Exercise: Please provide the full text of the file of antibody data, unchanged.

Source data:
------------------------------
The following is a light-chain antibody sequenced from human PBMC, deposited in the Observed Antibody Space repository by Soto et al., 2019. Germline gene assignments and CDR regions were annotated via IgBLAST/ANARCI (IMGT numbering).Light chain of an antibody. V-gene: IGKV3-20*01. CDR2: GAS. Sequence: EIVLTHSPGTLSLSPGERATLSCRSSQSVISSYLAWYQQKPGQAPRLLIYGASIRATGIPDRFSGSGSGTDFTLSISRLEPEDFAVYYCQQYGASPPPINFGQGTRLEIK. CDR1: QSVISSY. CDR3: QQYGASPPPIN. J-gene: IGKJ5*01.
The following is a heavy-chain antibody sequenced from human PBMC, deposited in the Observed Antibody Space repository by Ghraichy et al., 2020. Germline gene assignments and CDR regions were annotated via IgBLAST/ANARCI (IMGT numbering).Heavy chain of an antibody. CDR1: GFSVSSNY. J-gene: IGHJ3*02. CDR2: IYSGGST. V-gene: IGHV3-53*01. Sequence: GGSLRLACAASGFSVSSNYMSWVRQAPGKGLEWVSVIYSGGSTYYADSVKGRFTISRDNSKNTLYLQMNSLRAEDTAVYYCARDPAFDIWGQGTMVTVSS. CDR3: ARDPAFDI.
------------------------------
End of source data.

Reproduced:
The following is a light-chain antibody sequenced from human PBMC, deposited in the Observed Antibody Space repository by Soto et al., 2019. Germline gene assignments and CDR regions were annotated via IgBLAST/ANARCI (IMGT numbering).Light chain of an antibody. V-gene: IGKV3-20*01. CDR2: GAS. Sequence: EIVLTHSPGTLSLSPGERATLSCRSSQSVISSYLAWYQQKPGQAPRLLIYGASIRATGIPDRFSGSGSGTDFTLSISRLEPEDFAVYYCQQYGASPPPINFGQGTRLEIK. CDR1: QSVISSY. CDR3: QQYGASPPPIN. J-gene: IGKJ5*01.
The following is a heavy-chain antibody sequenced from human PBMC, deposited in the Observed Antibody Space repository by Ghraichy et al., 2020. Germline gene assignments and CDR regions were annotated via IgBLAST/ANARCI (IMGT numbering).Heavy chain of an antibody. CDR1: GFSVSSNY. J-gene: IGHJ3*02. CDR2: IYSGGST. V-gene: IGHV3-53*01. Sequence: GGSLRLACAASGFSVSSNYMSWVRQAPGKGLEWVSVIYSGGSTYYADSVKGRFTISRDNSKNTLYLQMNSLRAEDTAVYYCARDPAFDIWGQGTMVTVSS. CDR3: ARDPAFDI.